At the Christian college I attended, giving up sugar for Lent (and replacing it with Splenda) was one of the ways we entered into that suffering. Some of us gave up Facebook. One year, I fasted. One year, I took on vegetarianism (something I stuck to for five years). Once, I was almost convinced to give up sarcasm. Almost.
I was choosing suffering in small doses, hoping that the slight ache of missing – sugar, Facebook, hamburgers – might remind me of a greater suffering.
Another way of thinking about Lent is that Jesus submitted himself to this world, and he suffered for it. This means that Lent is a time to remember: life is suffering.
How can you prove a case in court when evidence can be faked? How much do I have to exercise to justify eating whatever I want? Where the hell is the last small key in the Water Temple?
So many questions.
Sometimes I’d ask my parents. But while my development was important to them, my adolescent musings on philosophy (and video game strategies) were taxing. Only a handful of the people I knew at church played Legend of Zelda, so I mostly avoided them. Teachers were amused by my vocabulary, but their answers rarely satisfied my curiosity.
I’ve been working on compassion. It’s the aim of my spiritual work—to focus on interaction that is healing and care-full. Unfortunately, compassion isn’t my default, and I don’t always get there. But it’s a goal.
An example from work.
She came for her drink 15 minutes after I’d finished it.
“Yes, that’s yours,” I said. “Yup, almond milk … Yeah, I can put it in a to-go cup.”
She asked a few more questions. I offered a few more snappy-direct responses. She left angry. It was not my best moment.
I used to dream of having superpowers. And winning the lottery. And marrying someone super rich and beautiful. And finding out I had a rare condition that made me smarter than everyone else. Only a few elite scientists could see it in me. Every once in a while I even dared to consider that the world around me was of my own construction, and if I focused hard enough, I could manipulate everything in my life to be what I wanted.
I really, really wanted out of my boring life. Honestly, I still want it. Maybe we all do. The problem is that we know – whatever we dream up – it can’t free us.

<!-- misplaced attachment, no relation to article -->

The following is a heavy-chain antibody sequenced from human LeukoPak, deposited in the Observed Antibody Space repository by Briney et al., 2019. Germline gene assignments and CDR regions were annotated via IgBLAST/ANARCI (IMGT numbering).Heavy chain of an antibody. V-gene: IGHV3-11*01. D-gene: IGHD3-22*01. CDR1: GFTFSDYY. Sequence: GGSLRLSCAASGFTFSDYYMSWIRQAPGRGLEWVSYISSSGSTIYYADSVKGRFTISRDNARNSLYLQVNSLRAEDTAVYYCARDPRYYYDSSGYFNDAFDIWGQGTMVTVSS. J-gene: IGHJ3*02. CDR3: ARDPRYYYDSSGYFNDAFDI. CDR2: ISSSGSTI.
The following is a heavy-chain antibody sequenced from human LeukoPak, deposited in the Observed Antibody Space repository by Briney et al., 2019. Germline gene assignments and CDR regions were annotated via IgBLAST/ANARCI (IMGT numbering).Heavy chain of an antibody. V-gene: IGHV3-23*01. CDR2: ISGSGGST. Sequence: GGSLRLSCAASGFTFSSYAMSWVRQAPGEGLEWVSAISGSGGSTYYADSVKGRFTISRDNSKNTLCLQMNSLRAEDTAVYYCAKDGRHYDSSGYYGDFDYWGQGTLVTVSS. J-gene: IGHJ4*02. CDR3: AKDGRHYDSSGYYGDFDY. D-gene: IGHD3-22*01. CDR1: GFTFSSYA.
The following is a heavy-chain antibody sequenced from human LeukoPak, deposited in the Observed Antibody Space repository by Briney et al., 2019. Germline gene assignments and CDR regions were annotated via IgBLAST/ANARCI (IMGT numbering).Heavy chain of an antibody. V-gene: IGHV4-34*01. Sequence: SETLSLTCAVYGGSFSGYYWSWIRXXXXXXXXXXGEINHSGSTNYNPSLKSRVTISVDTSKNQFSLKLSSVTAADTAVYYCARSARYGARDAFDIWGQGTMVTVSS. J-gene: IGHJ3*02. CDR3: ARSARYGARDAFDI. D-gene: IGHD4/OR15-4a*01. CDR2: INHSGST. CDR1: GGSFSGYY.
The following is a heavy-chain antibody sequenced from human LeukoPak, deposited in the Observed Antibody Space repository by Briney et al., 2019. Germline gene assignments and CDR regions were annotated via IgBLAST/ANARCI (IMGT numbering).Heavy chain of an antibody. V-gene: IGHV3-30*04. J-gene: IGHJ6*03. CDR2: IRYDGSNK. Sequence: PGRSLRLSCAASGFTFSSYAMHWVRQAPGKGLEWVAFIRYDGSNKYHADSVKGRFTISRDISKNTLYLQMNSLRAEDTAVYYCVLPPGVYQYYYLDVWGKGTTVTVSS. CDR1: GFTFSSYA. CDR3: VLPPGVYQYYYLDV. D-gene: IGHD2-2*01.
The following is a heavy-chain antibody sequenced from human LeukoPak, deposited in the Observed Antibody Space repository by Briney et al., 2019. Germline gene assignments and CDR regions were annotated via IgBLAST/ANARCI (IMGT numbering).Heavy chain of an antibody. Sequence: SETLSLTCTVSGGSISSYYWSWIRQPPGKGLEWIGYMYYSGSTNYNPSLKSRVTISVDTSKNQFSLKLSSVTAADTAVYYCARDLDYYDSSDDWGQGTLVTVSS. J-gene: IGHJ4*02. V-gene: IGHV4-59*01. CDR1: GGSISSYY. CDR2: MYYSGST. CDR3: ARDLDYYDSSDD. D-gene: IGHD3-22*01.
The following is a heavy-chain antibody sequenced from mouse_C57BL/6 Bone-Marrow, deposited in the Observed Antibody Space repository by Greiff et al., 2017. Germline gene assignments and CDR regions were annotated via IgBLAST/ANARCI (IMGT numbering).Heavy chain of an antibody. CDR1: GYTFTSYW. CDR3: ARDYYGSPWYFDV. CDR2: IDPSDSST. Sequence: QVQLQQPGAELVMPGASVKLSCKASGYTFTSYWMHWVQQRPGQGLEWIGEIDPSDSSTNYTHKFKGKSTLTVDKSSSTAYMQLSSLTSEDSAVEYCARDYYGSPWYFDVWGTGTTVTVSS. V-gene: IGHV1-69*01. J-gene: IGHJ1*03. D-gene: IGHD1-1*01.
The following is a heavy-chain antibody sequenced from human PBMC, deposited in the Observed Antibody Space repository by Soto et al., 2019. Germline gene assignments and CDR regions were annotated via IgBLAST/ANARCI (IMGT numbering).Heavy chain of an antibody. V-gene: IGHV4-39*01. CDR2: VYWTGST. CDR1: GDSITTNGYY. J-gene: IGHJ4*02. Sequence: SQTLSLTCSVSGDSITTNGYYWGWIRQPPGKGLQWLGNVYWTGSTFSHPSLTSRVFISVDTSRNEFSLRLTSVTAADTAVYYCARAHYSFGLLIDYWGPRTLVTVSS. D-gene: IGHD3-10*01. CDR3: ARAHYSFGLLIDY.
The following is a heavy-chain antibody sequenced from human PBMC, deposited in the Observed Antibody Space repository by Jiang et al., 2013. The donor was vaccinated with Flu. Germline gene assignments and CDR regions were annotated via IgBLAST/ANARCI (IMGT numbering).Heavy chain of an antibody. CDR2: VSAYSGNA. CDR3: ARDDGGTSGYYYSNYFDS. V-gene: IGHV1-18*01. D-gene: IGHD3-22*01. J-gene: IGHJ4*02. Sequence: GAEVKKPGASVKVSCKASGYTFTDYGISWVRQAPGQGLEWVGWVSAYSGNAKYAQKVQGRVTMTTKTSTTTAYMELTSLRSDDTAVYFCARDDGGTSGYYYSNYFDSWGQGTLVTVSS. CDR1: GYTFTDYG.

I delight in brilliance. Like so many folks my age, I love good writing, probing videos, beautiful photography. Images of smart people, overlaid with substantive quotations (preferably in a bright, clean typeface). These things are fine, maybe even excellent. They encourage, inspire, challenge. At least for a moment or two. Long enough for my friends to hear me talk about it, for it to be shared with others on the internet, then forgotten.
Not the worst way to waste a life. It is my generation's bane to be surrounded by beauty and changed so little by it.
Well, it does, but not all of it. The story of Jesus’ death is a pretty cool revelation into transcending oppressive systems. I love the parts that prove we need no longer be shackled by empire, by religion, by social norms. But then there are the other parts, the parts about everlasting life, wrathful murder, necessary substitutionary atonement. I get hung up on those things. Why would God have to kill Jesus, or even worse, want to kill Jesus for me? Why does my wrongdoing mean Jesus has to die in my place? That seems pretty messed up to me. I won’t sing songs about that.
There’s a real cool idea in theology called the Cosmic Christ. It’s the belief that Jesus, the human person, was the incarnation of something eternal, the Christ.
Quakers have known about the Cosmic Christ for as long as we’ve been around. That eternal thing that any of us may meet when we are present in the Present. The some-thing, attending to you in each moment, pulling you toward the momentum of Goodness. And we know it as the same dude who said stuff in the Bible and called himself Jesus. Rack up another one for the Quakers, y’all, because everyone else is LATE TO THE GAME.
We’ve called it the Inner Light, the essence of Christ in all peoples. Which we’re into, right? Which we live by looking for Christ in everyone, right? Which we look for in each other, right?
This morning, I went to a tax preparer to amend my tax return, a routine task for this company, but all did not go as expected. My preparer, James, was late. We met at an office branch he seldom uses, which we discovered has malfunctioning heat, and systems which had not been updated to the new software. So while we waited for technical assistance, we talked.
I told him I’m a youth pastor and a barista at a local coffee shop. James was raised Southern Baptist, went to Christian private schools, and graduated from a bible college. After graduating...